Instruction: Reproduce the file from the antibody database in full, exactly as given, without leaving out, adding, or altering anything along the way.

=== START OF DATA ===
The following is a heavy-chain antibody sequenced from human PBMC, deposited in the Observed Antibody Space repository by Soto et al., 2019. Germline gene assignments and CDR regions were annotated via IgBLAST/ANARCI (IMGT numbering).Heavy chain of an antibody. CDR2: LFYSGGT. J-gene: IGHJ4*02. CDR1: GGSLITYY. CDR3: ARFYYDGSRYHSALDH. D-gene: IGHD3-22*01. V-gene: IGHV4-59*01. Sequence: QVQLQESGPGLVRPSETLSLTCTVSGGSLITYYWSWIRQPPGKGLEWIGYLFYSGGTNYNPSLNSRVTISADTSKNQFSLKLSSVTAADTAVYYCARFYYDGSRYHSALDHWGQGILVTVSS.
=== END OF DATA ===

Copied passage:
The following is a heavy-chain antibody sequenced from human PBMC, deposited in the Observed Antibody Space repository by Soto et al., 2019. Germline gene assignments and CDR regions were annotated via IgBLAST/ANARCI (IMGT numbering).Heavy chain of an antibody. CDR2: LFYSGGT. J-gene: IGHJ4*02. CDR1: GGSLITYY. CDR3: ARFYYDGSRYHSALDH. D-gene: IGHD3-22*01. V-gene: IGHV4-59*01. Sequence: QVQLQESGPGLVRPSETLSLTCTVSGGSLITYYWSWIRQPPGKGLEWIGYLFYSGGTNYNPSLNSRVTISADTSKNQFSLKLSSVTAADTAVYYCARFYYDGSRYHSALDHWGQGILVTVSS.